Curated News: National Institute on Minority Health and Health Disparities (NIMHD)

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Newswise: Mental health challenges contributed to weight gain for people with obesity during COVID-19
Released: 9-Aug-2022 12:05 PM EDT
Mental health challenges contributed to weight gain for people with obesity during COVID-19
UT Southwestern Medical Center

Over the first year of the COVID-19 pandemic, almost 30% of patients with obesity gained more than 5% of their body weight, and 1 in 7 gained more than 10%. While diet and exercise habits were factors, people with the highest levels of stress, anxiety, and depression reported the most weight gain, UT Southwestern researchers reported in the journal Obesity.

Newswise: Sharrief awarded $3.1M NIH grant to test whether telehealth improves racial disparities in outcomes for stroke survivors
Released: 6-Dec-2021 9:40 AM EST
Sharrief awarded $3.1M NIH grant to test whether telehealth improves racial disparities in outcomes for stroke survivors
University of Texas Health Science Center at Houston

A trial testing whether multidisciplinary telehealth intervention will help improve racial disparities in outcomes for adult stroke survivors will be launched at The University of Texas Health Science Center at Houston (UTHealth Houston) with a $3.1 million grant from the National Institute on Minority Health and Health Disparities at the National Institutes of Health.

Released: 8-Oct-2021 11:45 AM EDT
Study Shows Medicaid Expansion Increased Access to Bariatric Surgery for Obesity
Atrium Health Wake Forest Baptist

Following the Affordable Care Act (ACA) Medicaid expansion, access to bariatric surgery as a treatment for obesity increased by 31% annually for lower-income Medicaid-covered and uninsured white adults age 26 to 64 but not for Hispanic and Black adults, according to research conducted by scientists at Wake Forest School of Medicine.

Newswise: phil-levy-city-sized-for-web-615dcc58d6100.jpg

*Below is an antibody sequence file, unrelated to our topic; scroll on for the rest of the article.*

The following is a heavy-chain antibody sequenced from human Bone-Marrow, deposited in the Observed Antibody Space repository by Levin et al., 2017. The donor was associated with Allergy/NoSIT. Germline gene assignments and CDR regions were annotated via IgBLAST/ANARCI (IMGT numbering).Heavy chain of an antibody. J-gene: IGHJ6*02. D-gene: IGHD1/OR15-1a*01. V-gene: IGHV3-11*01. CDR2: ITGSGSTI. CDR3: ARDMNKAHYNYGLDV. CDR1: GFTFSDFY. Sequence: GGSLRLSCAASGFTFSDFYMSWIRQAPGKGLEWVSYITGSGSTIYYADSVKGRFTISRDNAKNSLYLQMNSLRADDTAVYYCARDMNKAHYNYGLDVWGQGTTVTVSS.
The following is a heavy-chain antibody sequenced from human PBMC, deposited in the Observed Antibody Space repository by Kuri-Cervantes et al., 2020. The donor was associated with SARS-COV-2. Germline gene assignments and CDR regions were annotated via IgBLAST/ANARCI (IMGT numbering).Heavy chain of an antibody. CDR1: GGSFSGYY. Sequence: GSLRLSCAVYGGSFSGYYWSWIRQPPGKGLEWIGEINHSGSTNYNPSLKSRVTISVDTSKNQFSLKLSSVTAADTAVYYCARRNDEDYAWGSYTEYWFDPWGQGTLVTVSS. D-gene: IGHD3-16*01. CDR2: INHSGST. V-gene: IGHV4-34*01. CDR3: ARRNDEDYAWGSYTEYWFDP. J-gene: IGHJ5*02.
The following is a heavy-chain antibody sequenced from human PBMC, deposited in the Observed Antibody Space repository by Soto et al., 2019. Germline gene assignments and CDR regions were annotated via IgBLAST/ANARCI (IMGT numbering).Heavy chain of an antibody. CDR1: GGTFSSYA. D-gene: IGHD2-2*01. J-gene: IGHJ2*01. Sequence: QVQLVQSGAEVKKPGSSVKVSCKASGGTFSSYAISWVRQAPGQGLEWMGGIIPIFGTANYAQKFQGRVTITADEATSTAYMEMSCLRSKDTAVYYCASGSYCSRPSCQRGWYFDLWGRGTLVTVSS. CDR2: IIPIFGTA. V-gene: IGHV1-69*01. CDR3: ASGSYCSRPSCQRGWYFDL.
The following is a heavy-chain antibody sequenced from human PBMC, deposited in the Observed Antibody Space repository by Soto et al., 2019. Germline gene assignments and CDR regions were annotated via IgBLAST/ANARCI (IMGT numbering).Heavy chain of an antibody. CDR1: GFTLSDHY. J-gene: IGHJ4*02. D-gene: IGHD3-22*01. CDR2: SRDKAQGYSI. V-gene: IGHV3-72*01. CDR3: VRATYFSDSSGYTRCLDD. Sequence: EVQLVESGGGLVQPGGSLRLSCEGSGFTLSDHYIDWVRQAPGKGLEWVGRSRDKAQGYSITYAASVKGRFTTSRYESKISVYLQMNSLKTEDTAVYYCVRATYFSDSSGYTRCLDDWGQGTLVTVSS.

Released: 7-Oct-2021 10:35 AM EDT
Wayne State wins $18 million from NIH to intercept chronic disease in Black communities
Wayne State University Division of Research

The National Institute on Minority Health and Health Disparities has awarded Wayne State University $18.15 million over five years to establish a Center for Multiple Chronic Diseases Associated with Health Disparities: Prevention, Treatment, and Management that will use community-based interventions deployed from three research institutions to fight hypertension, heart failure and coronary heart disease in the Black population.

Released: 5-Oct-2021 10:00 AM EDT
Rutgers and NYU Receive Federal Grant for New Center for Asian Health Promotion and Equity
Institute for Health, Health Care Policy and Aging Research at Rutgers University

Rutgers Institute for Health, Health Care Policy and Aging Research, in close collaboration with New York University, has received $11.6 million in funding from the National Institute on Minority Health and Health Disparities to develop the Rutgers-NYU Center for Asian Health Promotion and Equity (CAHPE).

Released: 28-Sep-2021 3:50 PM EDT
Addressing Systemic Inequities Linked to Readmission Disparities for Minority Stroke Patients
University of Pennsylvania School of Nursing

Racial minorities are disproportionately affected by stroke, with Black patients experiencing worse post-stroke outcomes than White patients. Racial disparities in stroke outcomes have been linked to suboptimal control of risk factors such as hypertension, lack of access to health care, and decreased utilization of neurologic services. However, it was previously unknown if outcomes for Black ischemic stroke patients were affected by care settings with insufficient nursing resources.